Fighting on the ground was dangerous, so dangerous, even for the biggest and most powerful of dragons. Evan’s heart was in his throat as Ladon bared his claws, swooping in and coming down with a crunch right on top of the closest bolter’s head. He clenched it tightly in his forelegs, trying to rend it in two, but the bolter was too armored for the assault to break it. Its whippy tail snapped over its had, whip-crack!, striking at Ladon however it could.

Evan hunkered down against his dragon’s neck, doing his best to stay out of the path of that deadly tail. In many ways, dragons would be a more formidable force if they didn’t have to protect their human riders during a fight. Evan had already been the cause of one dragon’s death, and if his weakness brought harm to Ladon…

You aren’t weak.

Concentrate on the bolter, Evan chided him even as his chest filled with warmth at his dragon’s reassurance.

Our kind would be just as savage as the rest of these monsters without our connections to you. We need you just as much as you need us.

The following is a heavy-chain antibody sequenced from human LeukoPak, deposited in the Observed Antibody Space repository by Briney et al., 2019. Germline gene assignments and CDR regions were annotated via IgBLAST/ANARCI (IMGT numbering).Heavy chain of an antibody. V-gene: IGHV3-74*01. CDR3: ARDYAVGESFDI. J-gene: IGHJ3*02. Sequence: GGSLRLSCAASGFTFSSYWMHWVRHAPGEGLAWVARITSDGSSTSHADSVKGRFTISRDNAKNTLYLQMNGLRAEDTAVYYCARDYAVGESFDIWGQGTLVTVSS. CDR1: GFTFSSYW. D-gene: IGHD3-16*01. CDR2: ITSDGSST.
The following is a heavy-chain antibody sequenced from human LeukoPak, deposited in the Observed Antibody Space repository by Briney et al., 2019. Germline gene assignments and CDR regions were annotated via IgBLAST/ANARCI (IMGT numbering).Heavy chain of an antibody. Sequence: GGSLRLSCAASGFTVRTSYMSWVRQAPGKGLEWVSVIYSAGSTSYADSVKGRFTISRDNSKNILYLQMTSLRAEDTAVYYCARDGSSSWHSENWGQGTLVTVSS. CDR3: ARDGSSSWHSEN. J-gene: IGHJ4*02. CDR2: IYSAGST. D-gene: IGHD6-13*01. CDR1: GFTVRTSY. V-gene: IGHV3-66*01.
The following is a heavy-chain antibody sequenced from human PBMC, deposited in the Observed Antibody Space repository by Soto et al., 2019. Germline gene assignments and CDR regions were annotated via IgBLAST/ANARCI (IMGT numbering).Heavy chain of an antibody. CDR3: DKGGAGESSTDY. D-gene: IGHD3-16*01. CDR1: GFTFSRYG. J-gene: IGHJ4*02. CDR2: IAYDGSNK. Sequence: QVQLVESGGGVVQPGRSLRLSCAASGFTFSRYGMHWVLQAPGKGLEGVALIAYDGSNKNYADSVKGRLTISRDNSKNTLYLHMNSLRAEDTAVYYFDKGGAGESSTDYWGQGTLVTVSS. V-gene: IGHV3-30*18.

Right now I need you to focus. The tail had gotten dangerously close to Ladon’s eyes several times. Fifty yards away, Evan could see the next one crawling steadily, relentlessly toward them. Bolters never ran from a fight—once they had scented their prey, they would go through whatever they had to to get it.

I…almost… Ladon roared and dug his claws in deep, finally penetrating the bolter’s hide and twisting his body so hard that he wrenched its head out. A gout of foul-smelling blood erupted from the bolter’s corpse, and its tail fell to the ground with finality.

Good job. Now they could focus on the one coming at them from due west, and then—

A high-pitched dragon’s scream erupted from their right. Evan’s head snapped around and he stared in dismay at Grenia and her rider Tommy. The dragon had come down in front of the bolter instead of behind it, and before she could change position, it had clamped its immense jaws around one of her forelimbs. She screamed again and again in rage and agony, blowing her furious flames over the bolter, but it barely slowed the gnawing down. Blood poured down her limb, and as he watched in horror Evan could just make out her rider jumping from her back.

Oh, fuck. The pain must have driven their connection out of her mind, and Tommy didn’t have the training to force his way back in. Grenia had become wild, savage—she probably didn’t even remember that she had a rider right now, much less that she was endangering him with the heat of her flames and her thrashing body. If he died…if she killed him…